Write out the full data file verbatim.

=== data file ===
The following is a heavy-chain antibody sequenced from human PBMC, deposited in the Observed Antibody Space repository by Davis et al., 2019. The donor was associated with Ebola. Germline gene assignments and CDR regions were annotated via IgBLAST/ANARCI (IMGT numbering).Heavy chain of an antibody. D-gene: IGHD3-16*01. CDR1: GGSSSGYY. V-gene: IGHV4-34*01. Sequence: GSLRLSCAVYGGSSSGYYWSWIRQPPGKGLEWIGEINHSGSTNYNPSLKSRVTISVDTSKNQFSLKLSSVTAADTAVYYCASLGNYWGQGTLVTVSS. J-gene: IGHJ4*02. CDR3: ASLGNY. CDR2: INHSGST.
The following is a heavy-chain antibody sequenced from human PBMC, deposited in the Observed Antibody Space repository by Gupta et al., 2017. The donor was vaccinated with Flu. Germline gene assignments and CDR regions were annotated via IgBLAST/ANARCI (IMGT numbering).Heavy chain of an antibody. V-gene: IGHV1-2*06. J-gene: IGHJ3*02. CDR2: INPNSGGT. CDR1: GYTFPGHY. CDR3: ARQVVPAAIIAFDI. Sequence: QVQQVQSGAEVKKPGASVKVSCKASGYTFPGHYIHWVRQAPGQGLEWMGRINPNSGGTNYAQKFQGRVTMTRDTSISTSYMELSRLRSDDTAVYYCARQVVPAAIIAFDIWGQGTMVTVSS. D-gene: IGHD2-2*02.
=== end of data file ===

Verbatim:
The following is a heavy-chain antibody sequenced from human PBMC, deposited in the Observed Antibody Space repository by Davis et al., 2019. The donor was associated with Ebola. Germline gene assignments and CDR regions were annotated via IgBLAST/ANARCI (IMGT numbering).Heavy chain of an antibody. D-gene: IGHD3-16*01. CDR1: GGSSSGYY. V-gene: IGHV4-34*01. Sequence: GSLRLSCAVYGGSSSGYYWSWIRQPPGKGLEWIGEINHSGSTNYNPSLKSRVTISVDTSKNQFSLKLSSVTAADTAVYYCASLGNYWGQGTLVTVSS. J-gene: IGHJ4*02. CDR3: ASLGNY. CDR2: INHSGST.
The following is a heavy-chain antibody sequenced from human PBMC, deposited in the Observed Antibody Space repository by Gupta et al., 2017. The donor was vaccinated with Flu. Germline gene assignments and CDR regions were annotated via IgBLAST/ANARCI (IMGT numbering).Heavy chain of an antibody. V-gene: IGHV1-2*06. J-gene: IGHJ3*02. CDR2: INPNSGGT. CDR1: GYTFPGHY. CDR3: ARQVVPAAIIAFDI. Sequence: QVQQVQSGAEVKKPGASVKVSCKASGYTFPGHYIHWVRQAPGQGLEWMGRINPNSGGTNYAQKFQGRVTMTRDTSISTSYMELSRLRSDDTAVYYCARQVVPAAIIAFDIWGQGTMVTVSS. D-gene: IGHD2-2*02.